Blue Origin CEO Bob Smith has told Axios that just a few test flights remain before the space venture founded by Amazon billionaire Jeff Bezos starts putting people on its New Shepard suborbital spaceship.
Following through on 2015’s LightSail 1 mission, this latest flight is designed to demonstrate not only that the 18.4-foot-wide, 4.5-micron thick reflective Mylar sails can be successfully deployed from a shoebox-sized spacecraft, but also that they can be used to maneuver in orbit.
LightSail 2 is pushed by the pressure of sunlight, much as a seagoing sailboat is pushed by the pressure of the wind. Theoretically, bigger and more capable sails could be used to drive a spacecraft around the solar system, or even outward to other stars.
The $7 million project is largely funded by Planetary Society members and private donors. LightSail 2 was packed aboard the Falcon Heavy as part of a larger payload called Prox-1 and delivered to orbit on June 25. Since then, the spacecraft has been going through checkouts and snapping pictures of the planet below.
Since May, drone operators have been required to get LAANC clearance for flights they wanted to conduct within controlled airspace, but the system wasn’t available for recreational fliers. You could still fly your drone for fun in uncontrolled airspace, but those spots tend to be hard to find in areas anywhere close to an airport.
As a stopgap, the FAA set aside a limited number of fixed sites in controlled airspace where such flights would be OK, including four sites in Washington state. All of those sites cater to model-airplane hobbyists, and may require a membership fee.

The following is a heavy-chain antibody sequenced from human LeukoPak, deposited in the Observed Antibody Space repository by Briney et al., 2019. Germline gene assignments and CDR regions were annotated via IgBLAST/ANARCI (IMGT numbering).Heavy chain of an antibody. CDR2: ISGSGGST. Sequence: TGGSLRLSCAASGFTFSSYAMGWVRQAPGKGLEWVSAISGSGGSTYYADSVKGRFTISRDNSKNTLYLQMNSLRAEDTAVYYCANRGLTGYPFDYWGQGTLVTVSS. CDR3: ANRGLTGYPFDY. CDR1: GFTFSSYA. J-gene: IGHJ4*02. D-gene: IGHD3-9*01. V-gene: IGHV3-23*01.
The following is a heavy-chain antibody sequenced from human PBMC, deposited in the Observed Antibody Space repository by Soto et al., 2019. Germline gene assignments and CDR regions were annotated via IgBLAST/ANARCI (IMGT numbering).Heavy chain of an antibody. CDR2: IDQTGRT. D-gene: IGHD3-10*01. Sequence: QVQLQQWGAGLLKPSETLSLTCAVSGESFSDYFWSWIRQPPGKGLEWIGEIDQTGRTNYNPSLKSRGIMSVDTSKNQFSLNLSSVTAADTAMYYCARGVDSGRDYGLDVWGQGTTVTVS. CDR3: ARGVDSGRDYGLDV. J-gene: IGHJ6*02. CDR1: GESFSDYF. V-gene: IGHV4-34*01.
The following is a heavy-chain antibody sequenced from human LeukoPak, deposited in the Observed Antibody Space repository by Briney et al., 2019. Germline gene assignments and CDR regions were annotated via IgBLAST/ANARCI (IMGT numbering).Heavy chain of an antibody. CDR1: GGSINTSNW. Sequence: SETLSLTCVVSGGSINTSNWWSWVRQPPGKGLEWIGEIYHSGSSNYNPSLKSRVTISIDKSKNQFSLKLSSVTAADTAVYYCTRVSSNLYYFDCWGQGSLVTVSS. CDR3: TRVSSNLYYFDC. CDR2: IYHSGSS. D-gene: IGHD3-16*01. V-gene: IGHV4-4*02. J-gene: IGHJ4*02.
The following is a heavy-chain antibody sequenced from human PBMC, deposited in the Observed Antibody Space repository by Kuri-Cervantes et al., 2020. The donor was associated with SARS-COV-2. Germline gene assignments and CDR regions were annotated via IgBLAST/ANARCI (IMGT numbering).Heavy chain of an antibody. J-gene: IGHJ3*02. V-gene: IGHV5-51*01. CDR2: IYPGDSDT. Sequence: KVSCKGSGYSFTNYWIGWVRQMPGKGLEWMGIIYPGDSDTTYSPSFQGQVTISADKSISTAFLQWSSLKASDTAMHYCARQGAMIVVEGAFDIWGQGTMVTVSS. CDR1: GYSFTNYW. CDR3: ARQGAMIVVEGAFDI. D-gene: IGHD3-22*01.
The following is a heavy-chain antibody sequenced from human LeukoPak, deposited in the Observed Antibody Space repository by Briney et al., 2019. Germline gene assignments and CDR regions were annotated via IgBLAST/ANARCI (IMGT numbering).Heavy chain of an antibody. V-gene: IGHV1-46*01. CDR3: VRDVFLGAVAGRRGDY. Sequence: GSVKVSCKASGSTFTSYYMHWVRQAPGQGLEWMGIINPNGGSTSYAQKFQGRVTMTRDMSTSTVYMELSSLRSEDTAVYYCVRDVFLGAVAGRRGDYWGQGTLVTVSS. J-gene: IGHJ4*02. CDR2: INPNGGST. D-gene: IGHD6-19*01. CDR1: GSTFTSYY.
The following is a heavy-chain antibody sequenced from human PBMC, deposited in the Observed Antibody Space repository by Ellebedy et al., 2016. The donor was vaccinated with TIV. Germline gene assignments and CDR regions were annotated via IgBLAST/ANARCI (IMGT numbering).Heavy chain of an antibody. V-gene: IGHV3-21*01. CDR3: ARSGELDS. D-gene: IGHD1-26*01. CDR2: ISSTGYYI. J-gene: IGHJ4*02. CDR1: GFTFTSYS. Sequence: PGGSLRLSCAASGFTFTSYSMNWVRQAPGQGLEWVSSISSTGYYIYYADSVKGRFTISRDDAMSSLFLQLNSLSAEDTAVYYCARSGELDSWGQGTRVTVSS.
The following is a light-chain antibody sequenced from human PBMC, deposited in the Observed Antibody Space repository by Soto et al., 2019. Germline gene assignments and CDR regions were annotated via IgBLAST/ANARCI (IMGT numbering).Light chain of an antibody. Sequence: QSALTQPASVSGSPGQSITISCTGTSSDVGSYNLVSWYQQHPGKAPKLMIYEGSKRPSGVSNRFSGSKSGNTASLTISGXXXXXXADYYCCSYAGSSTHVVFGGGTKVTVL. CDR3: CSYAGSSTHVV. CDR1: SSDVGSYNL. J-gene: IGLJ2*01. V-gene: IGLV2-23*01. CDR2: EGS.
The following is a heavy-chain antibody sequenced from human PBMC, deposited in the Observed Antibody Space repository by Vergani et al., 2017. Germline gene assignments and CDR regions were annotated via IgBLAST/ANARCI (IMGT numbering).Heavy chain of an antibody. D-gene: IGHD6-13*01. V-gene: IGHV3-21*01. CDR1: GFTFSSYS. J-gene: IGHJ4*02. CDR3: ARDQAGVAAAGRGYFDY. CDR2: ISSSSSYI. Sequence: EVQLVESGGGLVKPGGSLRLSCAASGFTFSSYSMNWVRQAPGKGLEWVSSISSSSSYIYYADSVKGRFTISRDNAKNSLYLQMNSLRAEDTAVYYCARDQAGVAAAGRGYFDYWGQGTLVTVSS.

Now recreational fliers have a wider range of places to choose from, as long as they use the LAANC system. You still have to comply with all the rules for drone flights, including keeping your craft below 400 feet and within your line of sight. There are also local regulations to consider: For example, drone flights are forbidden in Seattle city parks.
The startup incubator at Seattle’s Allen Institute for Artificial Intelligence is getting so busy that it has to move into new digs across the street.
Starting Aug. 12, the incubator will occupy a 7,250-square-foot “long-term home” at 2101 N. 34th St., near Gasworks Park and AI2’s main offices on Northlake Way, the institute said in its email newsletter for friends and families.
“We anticipate having 50+ workstations for our EIRs and CTOs [entrepreneurs in residence and chief technology officers] — complemented by numerous team pods, phone booths, conference rooms, a classroom, a lounge and our own large outdoor deck overlooking Lake Union,” AI2 said.
Jacob Colker, a managing director for AI2’s incubator, told GeekWire in a follow-up email that the new space will be nearly four times bigger than the current 1,850-square-foot office space (above a dive shop that’s next door to AI2’s headquarters).
The name may have changed, but the result is the same: For the fourth time in a row, a German team registered the top speed in SpaceX CEO Elon Musk’s Hyperloop pod race for college-level engineers.
The TUM Hyperloop team from the Technical University of Munich — formerly known as WARR Hyperloop — sent its sleek pod racer through a specially built, mile-long test track next to SpaceX’s headquarters in Hawthorne, Calif., at a top speed of 288 mph (463 kilometers per hour).